• The Complete IEP Guide wins a Bronze medal at the 2017 Foreword Review Awards The Complete IEP Guide wins a Bronze medal at the 2017 Foreword Review Awards

    The Complete IEP Guide wins a Bronze medal at the 2017 Foreword Review Awards

The Complete IEP Guide wins a Bronze medal at the 2017 Foreword Review Awards

Whether you’re a librarian, a bookseller, or just a general lover of books, you know that independent presses and authors are publishing some of the most innovative, creative, and beautiful books. To honor the very best of indie publishing each year, Foreword Reviews created the Foreword INDIES Book of the Year Awards! Thousands of books are entered each year, and their panel of over 120 librarians and booksellers take part in the judging, narrowing it down to a group of finalists and winners that represent the best books, all independently published, in over 60 categories. Congratulations to The Complete IEP Guide by Lawrence Siegel which has been selected for a 2017 Bronze medal. It can be intimidating to work with teachers, school administrators, and school districts to ensure that your child’s special educational needs are being met, especially if you don’t know much about special education law. This book will help guide you through your child’s IEP process by explaining your child’s rights and teaching you how to draft educational goals and objectives, research school programs and alternatives, prepare for IEP meetings, and resolve disputes with your school district. Buy it from Amazon or IndieBound.org
By |June 19th, 2018|IEP, News/Events|0 Comments

Q&A with Special Ed Attorneys Patricia Black and Larry Siegel

Join Special Education attorneys Patricia Black and Larry Siegel for a presentation and discussion on Placements: What is Least Restricted Environment (LRE) and how is it applied? A regular classroom placement is preferred but not always LRE. How does the continuum of placement options fit into the picture? What are the Ins and Outs of Public vs NonPublic (NPS) vs Private Placements Learn about the How, When, and Why of Residential Placements October 11, 2017, 10:00 am – 12 pm  (Free)   Calendar – Event Registration

The U.S. Supreme Court Establishes a Stronger Standard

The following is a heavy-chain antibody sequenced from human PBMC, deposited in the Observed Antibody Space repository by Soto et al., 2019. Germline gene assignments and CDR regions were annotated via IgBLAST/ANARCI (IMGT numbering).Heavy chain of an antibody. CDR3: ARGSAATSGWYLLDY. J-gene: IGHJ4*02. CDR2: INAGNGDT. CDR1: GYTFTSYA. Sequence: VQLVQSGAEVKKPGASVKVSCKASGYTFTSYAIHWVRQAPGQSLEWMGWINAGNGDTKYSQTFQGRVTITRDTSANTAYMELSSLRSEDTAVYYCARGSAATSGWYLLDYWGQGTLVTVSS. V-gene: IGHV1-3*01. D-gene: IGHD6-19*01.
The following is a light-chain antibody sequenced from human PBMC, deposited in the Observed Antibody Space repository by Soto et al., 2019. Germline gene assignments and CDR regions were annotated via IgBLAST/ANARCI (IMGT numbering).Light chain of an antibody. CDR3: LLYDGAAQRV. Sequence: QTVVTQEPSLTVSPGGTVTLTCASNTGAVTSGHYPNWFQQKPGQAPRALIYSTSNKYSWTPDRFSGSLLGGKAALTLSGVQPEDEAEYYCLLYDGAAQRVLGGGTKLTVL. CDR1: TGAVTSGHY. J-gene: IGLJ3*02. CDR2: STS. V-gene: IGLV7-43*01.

The issue that has bedeviled parents, students, school districts, and courts since the passage of the IDEA in 1975—what constitutes a sufficient “educational benefit” under the IDEA, or how much educational benefit does the district have to provide to meet its legal mandate to provide a child with a disability an “appropriate” education. The U.S. Supreme Court first addressed this issue in 1982 in the Rowley case.  Amy Rowley was in kindergarten, was doing well, but needed a sign language interpreter to access communication in the classroom.  Because she was doing well academically – not difficult at the kindergarten level, the Supreme Court ruled against her concluding that under the IDEA a school district need only  “open the door of public education to handicapped children”  rather than guarantee any particular level of education once inside.” When the IDEA was re-authorized in 2007, Congress appeared to expand the Rowley standard of educational benefit, noting that implementation of the IDEA was “impeded by low expectations” and that children with disabilities are entitled to “high expectations” and, “to the maximum extent possible,” to meet the challenging expectations that are established for all children.  Other, lower courts have either agreed with Rowley or expanded – educational benefit is measured against the child’s abilities. On March 22, 2017, in Endrew F. v. Douglas County School District, the U.S. Supreme Court in an unanimous decision ruled that an autistic child who had moved from grade to grade but appeared to have made questionable, actual progress was entitled to an education that provided only de minimis progress. The key findings by the Supreme Court:  1) a child’s IEP/program must be “appropriately ambitious” and “calculated to allow a child to make progress appropriate in light […]